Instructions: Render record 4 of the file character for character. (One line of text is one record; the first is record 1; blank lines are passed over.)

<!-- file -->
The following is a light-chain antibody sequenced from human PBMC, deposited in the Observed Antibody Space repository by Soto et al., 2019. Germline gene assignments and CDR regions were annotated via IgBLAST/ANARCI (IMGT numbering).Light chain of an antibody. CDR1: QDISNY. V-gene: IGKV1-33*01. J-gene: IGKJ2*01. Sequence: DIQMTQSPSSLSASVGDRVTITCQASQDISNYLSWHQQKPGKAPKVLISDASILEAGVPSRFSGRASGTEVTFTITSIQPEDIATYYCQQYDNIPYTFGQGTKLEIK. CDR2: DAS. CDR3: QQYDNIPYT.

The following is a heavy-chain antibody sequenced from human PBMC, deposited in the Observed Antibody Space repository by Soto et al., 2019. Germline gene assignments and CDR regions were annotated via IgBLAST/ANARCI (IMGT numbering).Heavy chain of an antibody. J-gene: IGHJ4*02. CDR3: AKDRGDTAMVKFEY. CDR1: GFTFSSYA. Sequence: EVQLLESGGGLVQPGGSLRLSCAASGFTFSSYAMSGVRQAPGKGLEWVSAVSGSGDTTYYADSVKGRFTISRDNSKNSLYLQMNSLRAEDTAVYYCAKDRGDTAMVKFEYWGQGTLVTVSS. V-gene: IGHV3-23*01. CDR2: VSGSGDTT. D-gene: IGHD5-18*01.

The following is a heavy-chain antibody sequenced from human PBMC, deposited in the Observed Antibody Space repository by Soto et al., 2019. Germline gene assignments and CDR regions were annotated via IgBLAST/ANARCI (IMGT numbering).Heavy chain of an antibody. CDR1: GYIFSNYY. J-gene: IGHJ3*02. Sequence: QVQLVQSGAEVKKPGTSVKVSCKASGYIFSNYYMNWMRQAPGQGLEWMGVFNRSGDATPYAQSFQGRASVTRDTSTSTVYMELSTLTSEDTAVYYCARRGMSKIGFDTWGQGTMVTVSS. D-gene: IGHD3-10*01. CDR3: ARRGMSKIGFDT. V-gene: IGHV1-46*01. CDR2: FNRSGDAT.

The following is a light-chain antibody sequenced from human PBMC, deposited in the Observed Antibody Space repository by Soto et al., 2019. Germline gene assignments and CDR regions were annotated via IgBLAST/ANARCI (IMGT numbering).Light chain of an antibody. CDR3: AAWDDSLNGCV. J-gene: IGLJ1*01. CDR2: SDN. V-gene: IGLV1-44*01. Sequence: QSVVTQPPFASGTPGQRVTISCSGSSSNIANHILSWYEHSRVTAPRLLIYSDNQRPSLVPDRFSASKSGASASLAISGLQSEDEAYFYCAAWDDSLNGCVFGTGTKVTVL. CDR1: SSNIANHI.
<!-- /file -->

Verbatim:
The following is a light-chain antibody sequenced from human PBMC, deposited in the Observed Antibody Space repository by Soto et al., 2019. Germline gene assignments and CDR regions were annotated via IgBLAST/ANARCI (IMGT numbering).Light chain of an antibody. CDR3: AAWDDSLNGCV. J-gene: IGLJ1*01. CDR2: SDN. V-gene: IGLV1-44*01. Sequence: QSVVTQPPFASGTPGQRVTISCSGSSSNIANHILSWYEHSRVTAPRLLIYSDNQRPSLVPDRFSASKSGASASLAISGLQSEDEAYFYCAAWDDSLNGCVFGTGTKVTVL. CDR1: SSNIANHI.